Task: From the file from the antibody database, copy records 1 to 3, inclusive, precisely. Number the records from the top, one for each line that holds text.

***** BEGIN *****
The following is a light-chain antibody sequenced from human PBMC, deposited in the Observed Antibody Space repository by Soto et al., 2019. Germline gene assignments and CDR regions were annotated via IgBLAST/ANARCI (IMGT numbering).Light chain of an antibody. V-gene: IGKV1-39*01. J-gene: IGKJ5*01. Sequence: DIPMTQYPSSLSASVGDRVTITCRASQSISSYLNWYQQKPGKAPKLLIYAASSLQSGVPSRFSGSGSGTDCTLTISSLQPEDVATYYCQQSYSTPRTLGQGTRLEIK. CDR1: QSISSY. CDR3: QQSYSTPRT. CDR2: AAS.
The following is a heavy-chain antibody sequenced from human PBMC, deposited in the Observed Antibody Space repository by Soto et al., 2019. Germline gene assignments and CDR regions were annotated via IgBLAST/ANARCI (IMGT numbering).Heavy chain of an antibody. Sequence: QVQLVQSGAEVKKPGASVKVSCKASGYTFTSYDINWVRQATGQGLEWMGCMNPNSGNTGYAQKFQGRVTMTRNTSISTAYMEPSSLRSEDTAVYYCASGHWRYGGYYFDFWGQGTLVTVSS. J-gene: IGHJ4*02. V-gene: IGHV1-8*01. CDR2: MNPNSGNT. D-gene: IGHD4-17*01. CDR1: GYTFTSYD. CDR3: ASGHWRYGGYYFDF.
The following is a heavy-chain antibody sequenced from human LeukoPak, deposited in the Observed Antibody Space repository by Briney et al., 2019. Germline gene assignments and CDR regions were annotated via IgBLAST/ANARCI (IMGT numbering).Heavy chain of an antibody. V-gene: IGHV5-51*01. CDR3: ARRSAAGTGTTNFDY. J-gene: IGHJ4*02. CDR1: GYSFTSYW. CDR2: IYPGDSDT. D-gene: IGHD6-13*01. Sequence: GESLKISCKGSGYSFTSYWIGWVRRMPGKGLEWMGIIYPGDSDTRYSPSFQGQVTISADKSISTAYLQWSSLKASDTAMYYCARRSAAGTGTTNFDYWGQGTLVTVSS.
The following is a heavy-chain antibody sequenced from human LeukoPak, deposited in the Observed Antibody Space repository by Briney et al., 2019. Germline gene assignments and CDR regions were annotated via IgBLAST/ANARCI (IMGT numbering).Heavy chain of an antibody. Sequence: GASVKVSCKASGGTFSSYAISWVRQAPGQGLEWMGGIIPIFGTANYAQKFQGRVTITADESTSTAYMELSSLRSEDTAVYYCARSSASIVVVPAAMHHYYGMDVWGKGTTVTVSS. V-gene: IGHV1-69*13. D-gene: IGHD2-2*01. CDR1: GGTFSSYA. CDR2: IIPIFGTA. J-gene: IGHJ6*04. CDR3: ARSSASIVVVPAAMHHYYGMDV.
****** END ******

The following is a light-chain antibody sequenced from human PBMC, deposited in the Observed Antibody Space repository by Soto et al., 2019. Germline gene assignments and CDR regions were annotated via IgBLAST/ANARCI (IMGT numbering).Light chain of an antibody. V-gene: IGKV1-39*01. J-gene: IGKJ5*01. Sequence: DIPMTQYPSSLSASVGDRVTITCRASQSISSYLNWYQQKPGKAPKLLIYAASSLQSGVPSRFSGSGSGTDCTLTISSLQPEDVATYYCQQSYSTPRTLGQGTRLEIK. CDR1: QSISSY. CDR3: QQSYSTPRT. CDR2: AAS.
The following is a heavy-chain antibody sequenced from human PBMC, deposited in the Observed Antibody Space repository by Soto et al., 2019. Germline gene assignments and CDR regions were annotated via IgBLAST/ANARCI (IMGT numbering).Heavy chain of an antibody. Sequence: QVQLVQSGAEVKKPGASVKVSCKASGYTFTSYDINWVRQATGQGLEWMGCMNPNSGNTGYAQKFQGRVTMTRNTSISTAYMEPSSLRSEDTAVYYCASGHWRYGGYYFDFWGQGTLVTVSS. J-gene: IGHJ4*02. V-gene: IGHV1-8*01. CDR2: MNPNSGNT. D-gene: IGHD4-17*01. CDR1: GYTFTSYD. CDR3: ASGHWRYGGYYFDF.
The following is a heavy-chain antibody sequenced from human LeukoPak, deposited in the Observed Antibody Space repository by Briney et al., 2019. Germline gene assignments and CDR regions were annotated via IgBLAST/ANARCI (IMGT numbering).Heavy chain of an antibody. V-gene: IGHV5-51*01. CDR3: ARRSAAGTGTTNFDY. J-gene: IGHJ4*02. CDR1: GYSFTSYW. CDR2: IYPGDSDT. D-gene: IGHD6-13*01. Sequence: GESLKISCKGSGYSFTSYWIGWVRRMPGKGLEWMGIIYPGDSDTRYSPSFQGQVTISADKSISTAYLQWSSLKASDTAMYYCARRSAAGTGTTNFDYWGQGTLVTVSS.